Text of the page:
To tell you the truth, Halo 2 makes me nauseous. I've played through a hundred odd "slayer matches" in the last year, and I still can't adjust my mind - or my fragile stomach, apparently - to the controls. Super Smash Brothers Melee makes my palms sweat. I know, no matter how hard I try, I will never beat that level-nine Mr. Game and Watch. Mentally, I've come to accept that. My hands, however, are still desperately convinced otherwise. And Super Mario 64... Let's not even start on the creepy carousel music that made me jump so far out of my skin I refused to ever go back into Big Boo's Haunt.
These are just examples, perhaps not particularly riveting ones, but different all the same from what you'll normally find in a videogame review, even one written using New Games Journalism. Why are physical reactions excluded from our consideration of a game's merits? Because they're peripheral to the gameplay experience? Because they're messy? Maybe because, as gamers who are often less than proud of our bodies, we don't want to attract attention to them. Or simply because, as virtual citizens, we want to believe we exist above our physical selves.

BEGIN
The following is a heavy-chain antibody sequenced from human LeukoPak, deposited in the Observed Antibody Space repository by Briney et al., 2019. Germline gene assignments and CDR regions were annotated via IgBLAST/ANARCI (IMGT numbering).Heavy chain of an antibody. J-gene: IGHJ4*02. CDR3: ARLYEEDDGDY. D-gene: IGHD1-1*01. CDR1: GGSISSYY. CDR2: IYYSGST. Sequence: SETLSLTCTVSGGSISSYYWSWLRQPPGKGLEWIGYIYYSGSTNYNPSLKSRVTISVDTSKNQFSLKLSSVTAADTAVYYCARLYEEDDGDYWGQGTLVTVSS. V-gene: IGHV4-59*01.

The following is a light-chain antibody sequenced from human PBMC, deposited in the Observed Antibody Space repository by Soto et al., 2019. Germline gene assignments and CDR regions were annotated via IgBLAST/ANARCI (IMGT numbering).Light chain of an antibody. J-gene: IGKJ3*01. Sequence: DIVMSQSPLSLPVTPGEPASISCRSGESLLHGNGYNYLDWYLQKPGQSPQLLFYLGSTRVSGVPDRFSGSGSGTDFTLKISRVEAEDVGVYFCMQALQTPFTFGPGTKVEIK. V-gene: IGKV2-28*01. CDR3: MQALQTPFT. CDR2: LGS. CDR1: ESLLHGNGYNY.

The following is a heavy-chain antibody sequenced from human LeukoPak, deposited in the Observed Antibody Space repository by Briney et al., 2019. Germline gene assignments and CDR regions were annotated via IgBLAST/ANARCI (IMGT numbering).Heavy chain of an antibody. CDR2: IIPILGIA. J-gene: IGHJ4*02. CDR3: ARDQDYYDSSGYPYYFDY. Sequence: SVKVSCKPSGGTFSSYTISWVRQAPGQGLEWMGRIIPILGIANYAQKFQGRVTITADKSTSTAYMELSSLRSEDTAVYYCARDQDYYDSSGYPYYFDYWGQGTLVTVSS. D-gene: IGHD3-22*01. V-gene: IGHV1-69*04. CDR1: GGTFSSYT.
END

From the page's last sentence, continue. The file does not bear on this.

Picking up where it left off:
And what if a game gets you aroused?
Not a sex game, a sexy game, or even sex in a game. Just a game. What if it affects you, sexually? Talk about a topic not broached in reviews. Discussing sexual responses is even less popular than mentioning sweaty palms or queasy tummies. Sex may be a delicate and highly personal subject, but we always love to hear other people's secrets, so that shouldn't stop us. What seems to get in the way, instead, is that sexual arousal crosses the borders between emotional and physical reaction. We don't know how to classify it, so we don't want to be responsible for it.
Still, sexual arousal is itself a valid form of response. Does a game incite attraction? Repulsion? Whole reviews could be written about the sexual effects of a totally "non-sexual" game. Would they go over well with the general public? Of course not. But what would make them any more or less valid than pieces that record other types of human response?
I would like to humbly propose, if I may, a new New Games Journalism, one that will perhaps never catch on with anything near the ferocity of the old, but which never the less deserves its place - a New Game Journalism based on the sensual as well as the emotional. Let's call it a Sexual New Games Journalism, where sexuality comes to stand for our sensual relation with our environment, and specifically with games. And let's consider, if even just for a little while, what our brave new world is still missing.
Bonnie Ruberg is a sex and games writer, a MMOG researcher and an all around fun-loving dork. Check her out at Heroine Sheik.